One out of every 10 people in Belgium struggles with an alcohol addiction, according to a report by the Belgian Health Care Knowledge Centre (KCE), writes Het Laatste Nieuws. The KCE is urging the various Belgian government parties to reach agreement on an alcohol plan for the country.

The World Health Organization (WHO) puts the limit for safe alcohol consumption at 14 drinks per week for women and 21 for men. Those who consume more are not necessarily addicted, says the WHO, but do have an increased risk of chronic diseases, including cancer, diabetes and heart disease. Excessive alcohol consumption is behind one in seven deaths among men, and one in 13 deaths among women worldwide.

Yet only one in 12 people with an alcohol problem seeks help, according to the KCE report, and that only after an average of 18 years. The KCE is therefore calling on the Belgian goverment to draw up an alcohol plan with an aim to help people recognise a problem sooner and to seek help.  
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Hackers target Belgium's largest digital billboard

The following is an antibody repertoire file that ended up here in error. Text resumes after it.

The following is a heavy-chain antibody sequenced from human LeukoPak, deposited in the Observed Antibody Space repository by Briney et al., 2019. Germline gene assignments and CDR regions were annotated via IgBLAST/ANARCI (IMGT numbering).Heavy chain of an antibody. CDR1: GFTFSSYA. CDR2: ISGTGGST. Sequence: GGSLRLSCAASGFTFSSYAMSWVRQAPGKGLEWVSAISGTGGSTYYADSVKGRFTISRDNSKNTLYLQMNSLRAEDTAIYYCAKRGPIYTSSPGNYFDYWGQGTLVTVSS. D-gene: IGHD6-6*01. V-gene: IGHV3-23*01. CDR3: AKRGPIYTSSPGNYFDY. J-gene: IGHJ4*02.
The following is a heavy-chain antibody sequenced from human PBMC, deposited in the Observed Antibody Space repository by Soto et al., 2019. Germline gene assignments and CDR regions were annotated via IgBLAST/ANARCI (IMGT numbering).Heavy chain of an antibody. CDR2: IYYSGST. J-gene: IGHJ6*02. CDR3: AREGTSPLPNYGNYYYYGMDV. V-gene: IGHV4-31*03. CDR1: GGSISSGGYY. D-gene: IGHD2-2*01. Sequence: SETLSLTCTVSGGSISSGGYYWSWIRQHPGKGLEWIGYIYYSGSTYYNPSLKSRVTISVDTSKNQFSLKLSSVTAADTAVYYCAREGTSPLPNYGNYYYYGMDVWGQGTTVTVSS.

Hackers target Belgium's largest digital billboard | Do you know "Belgium"? ベルギーって言う国知ってますか? |
Brussels' iconic digital billboard at Place de Brouckère, Belgium's largest, was hacked for a short time at the weekend, displaying a troll face instead of the usual Coca-Cola logo, reports Brusselnieuws.A film first took over the immense screen, showing an English-speaking duo entering the building and climbing onto the roof where the billboard is located. “We've been preparing something. We're going to try it out right now,” they say in the film.In the following images, a hacker triumphantly looks up at the Coca-Cola billboard, which has been replaced by a large troll face. Finally, the Coca-Cola logo reappears, but with a pair of breasts incorporated into the image.News of the hack immediately went viral on Facebook and Twitter, and the Sudpresse newspapers even made the hackers' film available online.The City of Brussels confirms the incident, and it will file a complaint against unknown persons.
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1 in 4 Belgians wants to take loan for second residence abroad

1 in 4 Belgians wants to take loan for second residence abroad | Do you know "Belgium"? ベルギーって言う国知ってますか? |